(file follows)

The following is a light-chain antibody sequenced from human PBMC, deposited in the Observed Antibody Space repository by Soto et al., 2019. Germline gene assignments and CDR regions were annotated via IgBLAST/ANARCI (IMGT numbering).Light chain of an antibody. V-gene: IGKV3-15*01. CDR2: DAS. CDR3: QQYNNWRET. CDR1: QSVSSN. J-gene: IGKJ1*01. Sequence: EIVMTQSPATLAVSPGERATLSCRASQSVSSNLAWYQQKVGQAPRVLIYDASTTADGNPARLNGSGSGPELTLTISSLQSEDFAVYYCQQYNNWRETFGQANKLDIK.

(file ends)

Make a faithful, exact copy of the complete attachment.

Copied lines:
The following is a light-chain antibody sequenced from human PBMC, deposited in the Observed Antibody Space repository by Soto et al., 2019. Germline gene assignments and CDR regions were annotated via IgBLAST/ANARCI (IMGT numbering).Light chain of an antibody. V-gene: IGKV3-15*01. CDR2: DAS. CDR3: QQYNNWRET. CDR1: QSVSSN. J-gene: IGKJ1*01. Sequence: EIVMTQSPATLAVSPGERATLSCRASQSVSSNLAWYQQKVGQAPRVLIYDASTTADGNPARLNGSGSGPELTLTISSLQSEDFAVYYCQQYNNWRETFGQANKLDIK.